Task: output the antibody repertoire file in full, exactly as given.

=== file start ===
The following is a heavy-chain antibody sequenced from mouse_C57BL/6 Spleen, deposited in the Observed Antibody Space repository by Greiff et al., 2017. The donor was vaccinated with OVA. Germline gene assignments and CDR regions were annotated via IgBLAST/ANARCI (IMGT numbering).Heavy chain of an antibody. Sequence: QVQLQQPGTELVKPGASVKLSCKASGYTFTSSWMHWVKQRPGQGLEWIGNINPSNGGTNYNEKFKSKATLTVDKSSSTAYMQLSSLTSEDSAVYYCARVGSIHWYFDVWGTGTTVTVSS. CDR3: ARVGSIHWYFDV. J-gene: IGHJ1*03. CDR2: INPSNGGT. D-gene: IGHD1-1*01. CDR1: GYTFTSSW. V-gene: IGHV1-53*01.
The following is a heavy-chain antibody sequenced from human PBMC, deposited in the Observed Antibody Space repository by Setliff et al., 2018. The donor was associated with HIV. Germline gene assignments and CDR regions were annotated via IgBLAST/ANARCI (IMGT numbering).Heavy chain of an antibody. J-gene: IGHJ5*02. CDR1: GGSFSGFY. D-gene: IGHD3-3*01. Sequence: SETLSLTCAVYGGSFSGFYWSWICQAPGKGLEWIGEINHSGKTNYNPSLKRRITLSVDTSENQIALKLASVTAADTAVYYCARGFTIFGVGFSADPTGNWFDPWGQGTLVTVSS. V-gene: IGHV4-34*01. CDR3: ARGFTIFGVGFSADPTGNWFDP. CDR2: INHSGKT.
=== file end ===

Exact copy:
The following is a heavy-chain antibody sequenced from mouse_C57BL/6 Spleen, deposited in the Observed Antibody Space repository by Greiff et al., 2017. The donor was vaccinated with OVA. Germline gene assignments and CDR regions were annotated via IgBLAST/ANARCI (IMGT numbering).Heavy chain of an antibody. Sequence: QVQLQQPGTELVKPGASVKLSCKASGYTFTSSWMHWVKQRPGQGLEWIGNINPSNGGTNYNEKFKSKATLTVDKSSSTAYMQLSSLTSEDSAVYYCARVGSIHWYFDVWGTGTTVTVSS. CDR3: ARVGSIHWYFDV. J-gene: IGHJ1*03. CDR2: INPSNGGT. D-gene: IGHD1-1*01. CDR1: GYTFTSSW. V-gene: IGHV1-53*01.
The following is a heavy-chain antibody sequenced from human PBMC, deposited in the Observed Antibody Space repository by Setliff et al., 2018. The donor was associated with HIV. Germline gene assignments and CDR regions were annotated via IgBLAST/ANARCI (IMGT numbering).Heavy chain of an antibody. J-gene: IGHJ5*02. CDR1: GGSFSGFY. D-gene: IGHD3-3*01. Sequence: SETLSLTCAVYGGSFSGFYWSWICQAPGKGLEWIGEINHSGKTNYNPSLKRRITLSVDTSENQIALKLASVTAADTAVYYCARGFTIFGVGFSADPTGNWFDPWGQGTLVTVSS. V-gene: IGHV4-34*01. CDR3: ARGFTIFGVGFSADPTGNWFDP. CDR2: INHSGKT.